CANADIAN EPICS IN RADIOCOMMUNICATION
ALUMNI WHO LIVED THE ADVENTURE OF RADIO
WIRELESS TELEGRAPHISTS - SPARKS - RADIO PIONEERS
RADIO OPERATORS - RADIO TECHNICIANS
RADIO TECHNOLOGISTS - RADIO ENGINEERS
RADIO INSPECTORS - SPECTRUM MANAGERS
ÉPOPÉES CANADIENNES EN RADIOCOMMUNICATION
LES ANCIENS QUI ONT VÉCU L'AVENTURE DE LA RADIO
TÉLÉGRAPHISTES SANS FIL - PIONNIERS DE LA RADIO
OPÉRATEURS RADIO - TECHNICIENS RADIO
TECHNOLOGUES RADIO - INGÉNIEURS RADIO
INSPECTEURS RADIO - GESTIONNAIRES DU SPECTRE
After leaving High School in 1950, Stanley joined the RCAF as a radar technician spending four years as a radar instructor on the Pine Tree radar chain. He applied to go to university but, because he was color blind, the RCAF would not accept him. So he transferred to the Army who put him through university (University of Saskatchewan) . After graduating in engineering, he spent three years with the Army in the Corps of Electrical and Mechanical Engineers.
In 1961 he transferred to the public service, the Telecommunications Branch of the Department of Transport in Ottawa.
In 1964 he won a competition as the Superintendent of Radio Engineering, DoT, in Vancouver. In 1975 he was appointed as the Regional Systems Engineer, in what was then the Dept. of Communications, then in 1983 he became the Regional Broadcasting Engineer until his retirement in 1988.
During his stay in the public service he was very active in the community. He served in the Militia from 1964 to 1977 where he commanded a Service Battalion at the rank of Lieutenant- Colonel. He served four years on the B.C. Parole Board interviewing inmates for parole eligibility. Served a number of years as National President of the RCEME (Army) Association and Provincial President of the Military Order of St Lazarus.
He was awarded many Awards and Decorations some of which are Knight Commander Military Order of St Lazarus, Knight in the Order of Saint John, Queens Silver Jubilee Medal, NATO Special Service Medal, Canadian Forces Decoration and Canadian Commemorative Medal.
Where are they now?
Here is the volunteer work I have been doing recently with CESO in underdeveloped countries.
My first assignment was the most interesting and longest. In the late '90s I got an assignment in Armenia to design a Radio Monitoring system for the country. Armenia is a bit larger than Vancouver Island and very mountainous, which involved many stations. This was a six month assignment. I had to design the system, go out to tender and make a recommendation to the Minister of Communications as to the successful bidder.Aerosystems from Montreal was the successful bidder over an English and a German firm. The Armenian government did'nt have the money to pay for the system and they could not get a loan from any financial institution so the system was delayed until last year when to my knowledge they got some financing and proceeded with the project. I was very grateful to Tom Batts from the Vancouver office who supplied me with alot of information regarding Canada's Monitoring facilities.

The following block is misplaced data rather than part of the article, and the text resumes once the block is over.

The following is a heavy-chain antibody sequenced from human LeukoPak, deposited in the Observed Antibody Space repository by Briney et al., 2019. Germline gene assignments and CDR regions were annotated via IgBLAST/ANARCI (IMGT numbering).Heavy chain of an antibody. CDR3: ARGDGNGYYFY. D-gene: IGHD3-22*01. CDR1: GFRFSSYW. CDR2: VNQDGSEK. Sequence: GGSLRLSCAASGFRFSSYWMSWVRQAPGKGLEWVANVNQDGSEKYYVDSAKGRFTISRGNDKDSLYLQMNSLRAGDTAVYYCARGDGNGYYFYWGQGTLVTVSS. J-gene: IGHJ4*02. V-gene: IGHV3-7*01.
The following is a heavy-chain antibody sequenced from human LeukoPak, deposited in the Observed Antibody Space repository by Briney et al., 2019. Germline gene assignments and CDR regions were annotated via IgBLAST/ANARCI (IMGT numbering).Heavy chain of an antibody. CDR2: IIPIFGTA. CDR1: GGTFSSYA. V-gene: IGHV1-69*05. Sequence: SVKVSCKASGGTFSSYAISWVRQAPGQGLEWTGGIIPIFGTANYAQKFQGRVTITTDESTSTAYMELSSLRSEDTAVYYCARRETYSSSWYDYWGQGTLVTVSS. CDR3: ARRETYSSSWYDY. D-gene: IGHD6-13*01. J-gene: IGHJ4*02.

Next I spent several weeks with the UN (food bank) doing a telecomm survey in south east Asia to determine what facilities they actually had there and how they could be streamline and made more efficient.
Because telecommunication is not associated with underdeveloped countries I was'nt getting any more assignments, but I noticed that ISO 9000 was in demand especially in eastern European countries. I studied up on ISO 9000 and my first assignment was three years ago in Russia in a city of Izhevesk, at the base of the Ural mountains next to Siberia. This was a milk processing company who wanted to get ISO certified and to export their dairy products to the European Common Market. I spent the months of November and December there and was it cold!! I showed them what was to be done and then left them to their own devices and sure enough six months later I received an invitation to attend their ISO certificate presentation ceremony. They were one of the first firms in Russia to become ISO certified. Since then I had two other ISO assignments since one to Moldova at a carpet weaving factory and in Kazakstan at a medical equipment manufacturing firm.
Recently I could not take on any assignments because of my wife's illness but when circumstances change I will resume my travels. To keep current with ISO 9000 I am presently doing the paper work to have a local company ISO certified, this firm is a water treatment operation. It presently has sales in China and Europe but wants to expand its market to countries which demand ISO certification before they buy his products.
Contact Stanley can be contacted by e-mail